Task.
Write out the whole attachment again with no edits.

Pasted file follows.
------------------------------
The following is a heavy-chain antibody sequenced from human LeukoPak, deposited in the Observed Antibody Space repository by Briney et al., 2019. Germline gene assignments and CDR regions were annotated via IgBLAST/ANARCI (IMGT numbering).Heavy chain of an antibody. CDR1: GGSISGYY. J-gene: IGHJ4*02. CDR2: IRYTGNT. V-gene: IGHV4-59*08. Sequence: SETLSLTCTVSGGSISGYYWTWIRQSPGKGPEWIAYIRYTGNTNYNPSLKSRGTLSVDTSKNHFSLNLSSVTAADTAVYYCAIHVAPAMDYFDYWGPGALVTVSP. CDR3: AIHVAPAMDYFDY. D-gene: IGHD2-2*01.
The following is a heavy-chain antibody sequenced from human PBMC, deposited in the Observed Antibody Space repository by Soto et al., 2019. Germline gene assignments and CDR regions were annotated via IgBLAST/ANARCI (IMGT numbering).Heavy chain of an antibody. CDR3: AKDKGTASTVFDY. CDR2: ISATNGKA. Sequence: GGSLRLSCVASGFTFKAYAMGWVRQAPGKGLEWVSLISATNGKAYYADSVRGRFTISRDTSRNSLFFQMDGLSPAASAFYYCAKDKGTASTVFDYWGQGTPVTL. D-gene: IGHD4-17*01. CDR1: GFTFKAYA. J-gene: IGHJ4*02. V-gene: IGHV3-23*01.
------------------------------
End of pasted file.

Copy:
The following is a heavy-chain antibody sequenced from human LeukoPak, deposited in the Observed Antibody Space repository by Briney et al., 2019. Germline gene assignments and CDR regions were annotated via IgBLAST/ANARCI (IMGT numbering).Heavy chain of an antibody. CDR1: GGSISGYY. J-gene: IGHJ4*02. CDR2: IRYTGNT. V-gene: IGHV4-59*08. Sequence: SETLSLTCTVSGGSISGYYWTWIRQSPGKGPEWIAYIRYTGNTNYNPSLKSRGTLSVDTSKNHFSLNLSSVTAADTAVYYCAIHVAPAMDYFDYWGPGALVTVSP. CDR3: AIHVAPAMDYFDY. D-gene: IGHD2-2*01.
The following is a heavy-chain antibody sequenced from human PBMC, deposited in the Observed Antibody Space repository by Soto et al., 2019. Germline gene assignments and CDR regions were annotated via IgBLAST/ANARCI (IMGT numbering).Heavy chain of an antibody. CDR3: AKDKGTASTVFDY. CDR2: ISATNGKA. Sequence: GGSLRLSCVASGFTFKAYAMGWVRQAPGKGLEWVSLISATNGKAYYADSVRGRFTISRDTSRNSLFFQMDGLSPAASAFYYCAKDKGTASTVFDYWGQGTPVTL. D-gene: IGHD4-17*01. CDR1: GFTFKAYA. J-gene: IGHJ4*02. V-gene: IGHV3-23*01.